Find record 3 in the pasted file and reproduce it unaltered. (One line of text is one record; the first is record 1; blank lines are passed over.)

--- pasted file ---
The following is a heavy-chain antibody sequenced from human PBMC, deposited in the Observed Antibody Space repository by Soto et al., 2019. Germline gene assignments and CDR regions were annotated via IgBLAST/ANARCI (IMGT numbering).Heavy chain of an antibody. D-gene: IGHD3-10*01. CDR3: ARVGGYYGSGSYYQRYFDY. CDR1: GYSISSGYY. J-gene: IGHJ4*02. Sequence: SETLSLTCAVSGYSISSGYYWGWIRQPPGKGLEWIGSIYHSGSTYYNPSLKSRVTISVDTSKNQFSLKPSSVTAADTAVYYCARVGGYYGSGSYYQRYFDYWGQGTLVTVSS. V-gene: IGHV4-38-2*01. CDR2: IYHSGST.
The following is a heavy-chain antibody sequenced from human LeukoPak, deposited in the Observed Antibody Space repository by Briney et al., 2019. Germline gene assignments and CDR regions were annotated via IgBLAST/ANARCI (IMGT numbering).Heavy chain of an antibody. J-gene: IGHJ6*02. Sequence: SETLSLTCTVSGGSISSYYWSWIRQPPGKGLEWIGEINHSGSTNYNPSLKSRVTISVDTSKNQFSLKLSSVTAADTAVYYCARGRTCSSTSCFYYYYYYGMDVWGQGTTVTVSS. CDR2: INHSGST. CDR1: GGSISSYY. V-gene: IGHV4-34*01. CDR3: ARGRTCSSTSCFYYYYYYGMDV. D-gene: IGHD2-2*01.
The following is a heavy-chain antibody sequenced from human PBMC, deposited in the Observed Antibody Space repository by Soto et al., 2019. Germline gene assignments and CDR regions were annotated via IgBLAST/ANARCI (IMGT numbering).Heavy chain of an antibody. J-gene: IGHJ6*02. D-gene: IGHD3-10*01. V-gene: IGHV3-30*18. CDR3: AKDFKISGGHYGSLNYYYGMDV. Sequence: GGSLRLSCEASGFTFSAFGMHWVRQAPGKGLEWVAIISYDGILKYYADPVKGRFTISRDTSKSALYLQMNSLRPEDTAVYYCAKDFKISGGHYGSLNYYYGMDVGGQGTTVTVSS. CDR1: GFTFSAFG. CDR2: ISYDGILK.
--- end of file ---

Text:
The following is a heavy-chain antibody sequenced from human PBMC, deposited in the Observed Antibody Space repository by Soto et al., 2019. Germline gene assignments and CDR regions were annotated via IgBLAST/ANARCI (IMGT numbering).Heavy chain of an antibody. J-gene: IGHJ6*02. D-gene: IGHD3-10*01. V-gene: IGHV3-30*18. CDR3: AKDFKISGGHYGSLNYYYGMDV. Sequence: GGSLRLSCEASGFTFSAFGMHWVRQAPGKGLEWVAIISYDGILKYYADPVKGRFTISRDTSKSALYLQMNSLRPEDTAVYYCAKDFKISGGHYGSLNYYYGMDVGGQGTTVTVSS. CDR1: GFTFSAFG. CDR2: ISYDGILK.